If your remote additions are geographically distant, I make sure to establish my communication expectations regarding time zones, overlapping work hours, and expected response times for different communication modalities. It’s especially important to clarify working hours, so everyone knows the hours the remote team member will be available and when they will be working.

Timing your communication is of utmost importance when working with distributed talent. You want your team to be calibrated to the time window during which everyone will be available and reachable.

People Background

It often amazes me that people working for a company don’t understand how their business is organized, so don’t underestimate the importance of sharing your company’s organizational chart. You can also use high-level visualizations that show all the different company projects. The goal is to convey how these projects connect.


Related: Integrating Your Gen Z Teammates


It is important that everyone knows who is leading which projects and who are the people involved in these different projects. Giving your new people this conceptual understanding of all the different projects that could take place in a business is vital.

Another practice we recommend to our clients is to ask them to name the four people in their company that the new employee needs to talk to in the first month to be fully operational.

Another essential part of a successfully operationalized onboarding practice is to assign a friend or mentor to your new team member and make sure they’ve been introduced. The role of the buddy is to be the primary person the new hire relies on for company information or inter-company routing for required resources.

As part of our onboarding process, we make sure it’s clear who’s managing the new hire and we make sure you’ve facilitated an introduction. I also find it helpful to ensure that every new hire knows when they will receive performance reviews, the cadence and the format of those reviews. Every new person you bring into your organization should have a clear understanding of what it takes to be successful in your business.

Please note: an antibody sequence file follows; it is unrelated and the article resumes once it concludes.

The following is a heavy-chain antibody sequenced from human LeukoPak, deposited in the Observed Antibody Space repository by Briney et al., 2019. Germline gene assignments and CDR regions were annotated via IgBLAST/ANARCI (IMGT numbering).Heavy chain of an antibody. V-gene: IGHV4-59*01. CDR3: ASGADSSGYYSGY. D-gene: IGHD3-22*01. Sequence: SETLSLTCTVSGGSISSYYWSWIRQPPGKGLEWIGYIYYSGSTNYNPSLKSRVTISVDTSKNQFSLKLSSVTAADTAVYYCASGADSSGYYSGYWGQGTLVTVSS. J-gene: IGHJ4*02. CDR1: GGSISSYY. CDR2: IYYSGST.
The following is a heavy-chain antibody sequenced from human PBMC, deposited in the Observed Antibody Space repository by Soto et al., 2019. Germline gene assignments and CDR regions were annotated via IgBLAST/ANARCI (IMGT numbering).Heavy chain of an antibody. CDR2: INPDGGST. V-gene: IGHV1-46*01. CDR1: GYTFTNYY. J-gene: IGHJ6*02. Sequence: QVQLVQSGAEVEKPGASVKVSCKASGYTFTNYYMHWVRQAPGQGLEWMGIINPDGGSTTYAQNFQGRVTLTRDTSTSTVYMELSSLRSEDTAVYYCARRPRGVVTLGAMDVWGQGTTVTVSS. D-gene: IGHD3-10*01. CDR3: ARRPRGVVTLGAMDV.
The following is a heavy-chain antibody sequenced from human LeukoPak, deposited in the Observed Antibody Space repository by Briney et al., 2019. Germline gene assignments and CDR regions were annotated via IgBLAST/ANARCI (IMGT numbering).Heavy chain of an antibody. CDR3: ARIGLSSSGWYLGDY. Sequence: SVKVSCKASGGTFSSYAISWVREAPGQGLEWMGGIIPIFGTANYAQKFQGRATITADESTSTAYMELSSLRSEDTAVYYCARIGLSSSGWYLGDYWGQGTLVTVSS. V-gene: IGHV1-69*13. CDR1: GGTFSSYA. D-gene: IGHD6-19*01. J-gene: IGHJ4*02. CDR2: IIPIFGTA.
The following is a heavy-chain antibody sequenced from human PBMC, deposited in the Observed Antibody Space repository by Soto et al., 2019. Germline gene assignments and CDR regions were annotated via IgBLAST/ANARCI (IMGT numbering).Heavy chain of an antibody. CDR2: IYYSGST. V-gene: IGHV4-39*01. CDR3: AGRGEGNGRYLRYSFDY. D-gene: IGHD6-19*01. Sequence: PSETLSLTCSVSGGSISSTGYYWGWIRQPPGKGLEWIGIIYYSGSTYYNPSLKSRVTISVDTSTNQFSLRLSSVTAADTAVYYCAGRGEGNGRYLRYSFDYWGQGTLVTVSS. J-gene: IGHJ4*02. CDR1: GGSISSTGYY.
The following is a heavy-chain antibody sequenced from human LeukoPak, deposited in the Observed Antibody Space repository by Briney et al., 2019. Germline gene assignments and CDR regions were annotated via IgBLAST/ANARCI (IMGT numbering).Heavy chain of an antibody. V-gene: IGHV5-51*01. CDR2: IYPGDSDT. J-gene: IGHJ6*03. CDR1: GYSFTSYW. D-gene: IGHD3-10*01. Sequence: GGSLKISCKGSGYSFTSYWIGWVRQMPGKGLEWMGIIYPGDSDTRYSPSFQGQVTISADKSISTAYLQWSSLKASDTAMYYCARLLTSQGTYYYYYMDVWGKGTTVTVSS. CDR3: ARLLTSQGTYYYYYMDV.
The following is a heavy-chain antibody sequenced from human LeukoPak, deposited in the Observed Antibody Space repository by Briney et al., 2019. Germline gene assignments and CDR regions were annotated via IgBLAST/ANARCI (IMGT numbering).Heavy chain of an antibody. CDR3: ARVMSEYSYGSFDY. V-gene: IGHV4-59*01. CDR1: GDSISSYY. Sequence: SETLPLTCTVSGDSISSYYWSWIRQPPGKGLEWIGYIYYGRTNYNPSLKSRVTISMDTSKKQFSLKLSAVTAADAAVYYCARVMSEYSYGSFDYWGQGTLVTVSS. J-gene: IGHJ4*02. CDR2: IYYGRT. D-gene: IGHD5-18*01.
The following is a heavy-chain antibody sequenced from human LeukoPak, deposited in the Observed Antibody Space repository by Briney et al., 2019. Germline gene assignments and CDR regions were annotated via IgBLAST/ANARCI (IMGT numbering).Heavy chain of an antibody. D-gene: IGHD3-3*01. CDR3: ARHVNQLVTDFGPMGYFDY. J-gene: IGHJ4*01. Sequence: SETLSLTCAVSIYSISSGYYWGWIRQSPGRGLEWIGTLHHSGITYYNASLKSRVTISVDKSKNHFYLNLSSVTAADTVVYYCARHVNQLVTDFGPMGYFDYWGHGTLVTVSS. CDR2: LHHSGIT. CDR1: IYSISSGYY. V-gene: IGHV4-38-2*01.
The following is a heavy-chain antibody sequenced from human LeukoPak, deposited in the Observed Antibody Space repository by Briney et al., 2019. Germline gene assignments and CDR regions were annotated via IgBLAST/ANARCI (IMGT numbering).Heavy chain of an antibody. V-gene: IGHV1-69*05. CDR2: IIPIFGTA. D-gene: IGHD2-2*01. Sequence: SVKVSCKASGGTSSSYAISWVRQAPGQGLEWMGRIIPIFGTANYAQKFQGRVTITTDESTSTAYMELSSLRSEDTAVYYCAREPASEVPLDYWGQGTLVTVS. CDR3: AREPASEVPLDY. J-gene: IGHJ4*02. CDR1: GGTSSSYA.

Checkpoints

We do 30, 60 and 90 day check-ins with every person we onboard. The goal is to make sure your new hires know who is doing this check and what they will be evaluating.

Regular check-ins give you a valuable opportunity to correct your course in case something has gone wrong.

Beyond basic integration

Future headaches can be avoided by ensuring that any new hire has completed all required forms and that all regulations specific to that person or the country where they reside are followed.

Don’t overlook the importance of intellectual property assignment agreements. Is the expertise you hire outside of the skills you have within your organization? Then invest in the services of a company that specializes in navigating territory that can be tricky. At Turing, we love Remote.com for this service.

The small things

Don’t overlook the mundane details of supplying the new recruit with all the team tech. This includes setting up their email and ensuring they have access to the company’s GitHub account, Slack channels, Trello, Jira, Google Docs, Zoom, and any other essential software your organization expects the person in as part of its workflow. Be sure to think about security, access privileges, mailing lists, etc. Another part of preparing your new hire for success is making sure they are aware of any staff meetings and company-wide meetings that person should attend.

Finally, know your company’s core values ​​and make sure you communicate them clearly to whoever you’re onboarding. Be sure to communicate what makes your business special. By making sure all of these kinds of nuts and bolts are tight, your new employee will be more confident in their interactions with their team and they’ll integrate more fully into your business from day one.


Jonathan Siddhart is the CEO of Turingan online marketplace that connects software developers to jobs.